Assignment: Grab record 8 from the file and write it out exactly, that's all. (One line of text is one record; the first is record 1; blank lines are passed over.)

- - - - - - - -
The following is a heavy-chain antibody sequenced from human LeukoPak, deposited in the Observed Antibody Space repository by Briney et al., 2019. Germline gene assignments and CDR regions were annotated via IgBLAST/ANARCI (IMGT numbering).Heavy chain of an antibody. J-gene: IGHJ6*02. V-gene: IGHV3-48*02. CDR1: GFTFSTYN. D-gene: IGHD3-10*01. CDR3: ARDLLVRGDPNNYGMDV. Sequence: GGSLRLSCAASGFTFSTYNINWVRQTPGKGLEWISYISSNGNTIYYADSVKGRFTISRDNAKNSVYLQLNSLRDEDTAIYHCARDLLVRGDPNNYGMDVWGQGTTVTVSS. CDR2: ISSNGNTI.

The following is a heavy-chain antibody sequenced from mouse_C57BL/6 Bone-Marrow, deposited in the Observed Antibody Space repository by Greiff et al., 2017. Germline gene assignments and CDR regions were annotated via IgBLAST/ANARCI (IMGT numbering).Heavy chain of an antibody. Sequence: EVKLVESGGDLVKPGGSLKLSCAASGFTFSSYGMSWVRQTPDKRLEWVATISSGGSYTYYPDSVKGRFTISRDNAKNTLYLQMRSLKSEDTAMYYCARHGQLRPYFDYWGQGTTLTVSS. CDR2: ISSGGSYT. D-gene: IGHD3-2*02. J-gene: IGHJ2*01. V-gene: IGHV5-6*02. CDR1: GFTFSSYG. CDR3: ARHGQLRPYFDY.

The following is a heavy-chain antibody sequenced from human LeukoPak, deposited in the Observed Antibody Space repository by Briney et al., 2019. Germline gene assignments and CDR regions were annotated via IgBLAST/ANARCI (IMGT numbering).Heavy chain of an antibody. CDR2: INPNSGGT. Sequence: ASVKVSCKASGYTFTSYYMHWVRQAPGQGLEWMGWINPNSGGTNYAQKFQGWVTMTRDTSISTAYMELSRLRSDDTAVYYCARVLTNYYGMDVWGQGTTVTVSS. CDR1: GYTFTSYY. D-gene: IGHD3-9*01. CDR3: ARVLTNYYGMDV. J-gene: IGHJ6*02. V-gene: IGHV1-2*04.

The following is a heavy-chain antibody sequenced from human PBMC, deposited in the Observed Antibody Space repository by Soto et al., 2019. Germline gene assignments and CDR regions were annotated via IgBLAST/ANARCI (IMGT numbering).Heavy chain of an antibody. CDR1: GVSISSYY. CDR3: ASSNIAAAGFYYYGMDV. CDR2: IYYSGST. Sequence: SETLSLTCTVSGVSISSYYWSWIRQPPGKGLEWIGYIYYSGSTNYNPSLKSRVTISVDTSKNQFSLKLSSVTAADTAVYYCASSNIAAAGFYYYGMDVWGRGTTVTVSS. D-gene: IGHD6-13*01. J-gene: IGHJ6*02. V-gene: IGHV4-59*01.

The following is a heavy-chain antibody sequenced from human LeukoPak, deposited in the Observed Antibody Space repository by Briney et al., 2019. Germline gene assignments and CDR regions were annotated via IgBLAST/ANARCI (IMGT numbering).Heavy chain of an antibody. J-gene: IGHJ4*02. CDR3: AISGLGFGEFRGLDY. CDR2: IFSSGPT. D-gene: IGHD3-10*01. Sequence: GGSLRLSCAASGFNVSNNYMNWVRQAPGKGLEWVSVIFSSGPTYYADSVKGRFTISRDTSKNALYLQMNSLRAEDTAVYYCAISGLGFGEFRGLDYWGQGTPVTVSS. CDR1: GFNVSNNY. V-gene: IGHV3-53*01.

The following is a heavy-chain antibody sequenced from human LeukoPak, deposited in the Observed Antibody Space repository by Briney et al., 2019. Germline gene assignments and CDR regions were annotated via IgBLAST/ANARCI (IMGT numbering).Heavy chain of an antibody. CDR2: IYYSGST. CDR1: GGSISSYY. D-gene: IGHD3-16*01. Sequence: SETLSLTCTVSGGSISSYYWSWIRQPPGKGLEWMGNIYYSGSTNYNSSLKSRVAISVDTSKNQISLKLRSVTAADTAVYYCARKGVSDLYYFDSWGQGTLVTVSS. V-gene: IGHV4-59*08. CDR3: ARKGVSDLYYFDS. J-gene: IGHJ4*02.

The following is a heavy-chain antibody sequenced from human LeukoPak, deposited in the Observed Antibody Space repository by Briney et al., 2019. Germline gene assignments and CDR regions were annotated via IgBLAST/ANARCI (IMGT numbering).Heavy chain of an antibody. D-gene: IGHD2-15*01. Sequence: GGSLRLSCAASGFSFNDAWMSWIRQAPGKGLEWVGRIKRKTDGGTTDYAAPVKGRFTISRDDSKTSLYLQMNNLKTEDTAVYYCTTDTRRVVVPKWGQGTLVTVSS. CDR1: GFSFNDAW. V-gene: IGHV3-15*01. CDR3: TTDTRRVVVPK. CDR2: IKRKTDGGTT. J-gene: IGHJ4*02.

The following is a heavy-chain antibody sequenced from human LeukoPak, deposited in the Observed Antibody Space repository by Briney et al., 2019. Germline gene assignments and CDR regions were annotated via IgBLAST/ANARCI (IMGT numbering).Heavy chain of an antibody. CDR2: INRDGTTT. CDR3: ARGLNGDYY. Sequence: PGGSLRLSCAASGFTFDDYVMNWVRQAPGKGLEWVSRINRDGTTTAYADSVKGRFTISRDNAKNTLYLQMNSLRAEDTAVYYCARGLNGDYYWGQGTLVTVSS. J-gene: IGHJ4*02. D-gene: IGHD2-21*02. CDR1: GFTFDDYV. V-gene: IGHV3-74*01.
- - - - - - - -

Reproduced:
The following is a heavy-chain antibody sequenced from human LeukoPak, deposited in the Observed Antibody Space repository by Briney et al., 2019. Germline gene assignments and CDR regions were annotated via IgBLAST/ANARCI (IMGT numbering).Heavy chain of an antibody. CDR2: INRDGTTT. CDR3: ARGLNGDYY. Sequence: PGGSLRLSCAASGFTFDDYVMNWVRQAPGKGLEWVSRINRDGTTTAYADSVKGRFTISRDNAKNTLYLQMNSLRAEDTAVYYCARGLNGDYYWGQGTLVTVSS. J-gene: IGHJ4*02. D-gene: IGHD2-21*02. CDR1: GFTFDDYV. V-gene: IGHV3-74*01.